September’s shaping up to be another tough month for Martha Sellers. The Walmart cashier cleared $732 on her last twice-monthly paycheck but hasn’t paid this month’s $700 rent on her place in Bellflower. When she does, she’ll have to decide how much of the remaining $32 will be divided between food and gas to get her to the job she’s held for the past 10 years.
“I am just always broke, always late on things,” Sellers says. “Thank goodness I have a nice landlord who understands.”
Sellers’ employer, however, is not so understanding. Sellers makes $13 an hour, which on paper doesn’t look too bad when compared to many other Walmart workers’ salaries, which tend to run less than $9 an hour. The problem is that the retail giant is continually cutting her hours, so that the $13 doesn’t tell the whole story.
“When I first started I worked 35, 40 hours a week,” she says. “Three years ago my husband passed away. Losing his income was hard. I’ve begged to get my full-time hours back but they keep cutting everyone’s hours. My last two-week check was for 58 hours. How can I live on that?”
It’s a question that many economists have been raising in opinion pieces, as the centrifugal forces of America’s unequal economy continue to redistribute the country’s wealth disproportionately to its top five percent. Over the past three decades, this exclusive group has enjoyed a 74 percent increase in its wealth, while America’s bottom 60 percent has suffered a 5.5 percent loss of income. Walmart’s own employees have been pressing the question in more forceful ways – organizing into activist employee associations that have staged walkouts and demonstrations. Last Thursday thousands of protesters rallied in 15 cities to demand the rehiring of about60 Walmart employeeswho had been fired earlier this year for strike activities.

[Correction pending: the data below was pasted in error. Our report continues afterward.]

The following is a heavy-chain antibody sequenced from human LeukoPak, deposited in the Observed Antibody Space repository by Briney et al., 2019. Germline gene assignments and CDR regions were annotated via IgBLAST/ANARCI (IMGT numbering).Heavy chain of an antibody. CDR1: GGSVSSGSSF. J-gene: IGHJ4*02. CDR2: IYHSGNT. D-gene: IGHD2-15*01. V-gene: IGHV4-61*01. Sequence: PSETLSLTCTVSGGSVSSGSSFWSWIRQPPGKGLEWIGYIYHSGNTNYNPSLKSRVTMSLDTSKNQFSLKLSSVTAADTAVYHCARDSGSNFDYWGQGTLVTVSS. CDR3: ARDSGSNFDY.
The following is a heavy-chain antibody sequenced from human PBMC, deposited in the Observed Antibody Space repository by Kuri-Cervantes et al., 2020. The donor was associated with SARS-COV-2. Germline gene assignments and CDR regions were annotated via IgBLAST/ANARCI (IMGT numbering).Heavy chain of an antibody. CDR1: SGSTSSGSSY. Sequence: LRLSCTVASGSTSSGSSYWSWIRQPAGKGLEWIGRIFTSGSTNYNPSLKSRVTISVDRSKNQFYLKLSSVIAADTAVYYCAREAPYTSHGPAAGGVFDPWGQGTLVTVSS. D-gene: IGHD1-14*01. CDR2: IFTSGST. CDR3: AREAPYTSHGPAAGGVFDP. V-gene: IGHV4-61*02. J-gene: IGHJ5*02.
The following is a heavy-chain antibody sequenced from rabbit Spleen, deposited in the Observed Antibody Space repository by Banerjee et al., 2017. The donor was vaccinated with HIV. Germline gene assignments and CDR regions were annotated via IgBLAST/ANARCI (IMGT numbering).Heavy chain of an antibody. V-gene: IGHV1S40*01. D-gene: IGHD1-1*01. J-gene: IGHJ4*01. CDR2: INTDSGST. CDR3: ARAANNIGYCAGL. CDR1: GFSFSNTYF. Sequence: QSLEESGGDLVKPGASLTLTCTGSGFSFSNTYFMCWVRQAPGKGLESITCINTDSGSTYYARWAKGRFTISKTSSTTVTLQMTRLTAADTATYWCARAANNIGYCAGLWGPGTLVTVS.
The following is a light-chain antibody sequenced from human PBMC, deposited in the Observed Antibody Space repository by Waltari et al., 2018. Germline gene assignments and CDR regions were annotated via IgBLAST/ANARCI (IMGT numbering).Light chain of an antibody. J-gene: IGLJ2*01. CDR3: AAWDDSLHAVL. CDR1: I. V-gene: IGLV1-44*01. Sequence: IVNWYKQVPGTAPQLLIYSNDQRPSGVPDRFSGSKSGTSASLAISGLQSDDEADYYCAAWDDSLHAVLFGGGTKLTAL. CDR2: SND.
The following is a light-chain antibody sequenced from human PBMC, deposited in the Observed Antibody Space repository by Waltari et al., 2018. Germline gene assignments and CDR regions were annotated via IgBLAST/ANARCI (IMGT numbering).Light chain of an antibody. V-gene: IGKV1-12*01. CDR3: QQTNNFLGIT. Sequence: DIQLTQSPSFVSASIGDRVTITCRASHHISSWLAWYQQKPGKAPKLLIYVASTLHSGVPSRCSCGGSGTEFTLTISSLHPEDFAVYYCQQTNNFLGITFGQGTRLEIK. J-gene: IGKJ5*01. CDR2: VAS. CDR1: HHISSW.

In Los Angeles, hundreds gathered in Pershing Square and marched to the entrance of Chinatown, where a new Walmart grocery store will soon open despite community opposition. Sellers was among those who demonstrated in the day’s blistering heat and humidity, in a rally that saw 21 protesters arrested for civil disobedience. Sellers wasn’t among those jailed – she is already on probation for having been arrested during last November’s Black Friday protest.
Sellers stresses that while she, along with her co-workers, are demanding better treatment, they also wish to see Walmart prosper. For many, the company remains the employer of last resort.
“I was my mother’s caregiver,” says Sellers, who works at a Walmart in Paramount. “That created a three-year gap in my employment record. After she died I looked for work, but when companies saw that gap on my applications, they wouldn’t even call me. Only Walmart did, and when they asked about those missing three years I told them and they hired me.”
Although classified as a cashier, Sellers is also expected to restock shelves and clean up the aisles closest to the checkout stations when she has time – which is not often, since the company, she says, deliberately short-staffs the registers, creating long lines of shoppers.
“We complain about them cutting hours, but Walmart tells us it’s the ‘nature of the business.’”
Sellers claims that even the store’s quarterly bonuses are hollow gestures, since whatever extra money its “associates” receive is only taken away through reduction of their hours.
Sellers maintains that she’s been “a model employee since the day I started,” but that she reached a turning point last March when one of her coworkers, Carlton Smith, told her, “If it’s this bad now, how bad do you think it’s going to be in 10 years?”
“That made me think,” Sellers says. “Because my grandchildren might have to work here and it’s no job to have.” Sellers joined OUR Walmart, an activist association of Walmart employees. She says the company has not confronted her about her activities and she gives them no excuse to discipline or fire her.
“I know they’re watching me all the time,” she states, adding that after last Thanksgiving’s Black Fridayprotests, her supervisor reportedly complained, “How dare she get arrested in front of my store!”
[dc]“I[/dc] want Walmart to survive but I want them to let us survive. I eat a lot of noodles and can’t afford to go shopping in my own store. I buy bread, noodles and coffee there. We get a 10 percent discount but only if the food isn’t good for you – soda, chips and candy are discounted, but not bread and peanut butter.”
After the Los Angeles demonstration Sellers was looking forward to leaving town and the heat behind.
“I’m going fishing with a friend for four days,” she says. “I’m going to sit and relax and brainstorm on what other actions we can do to get Walmart’s attention.”
The Frying Pan
Monday, 9 September 2013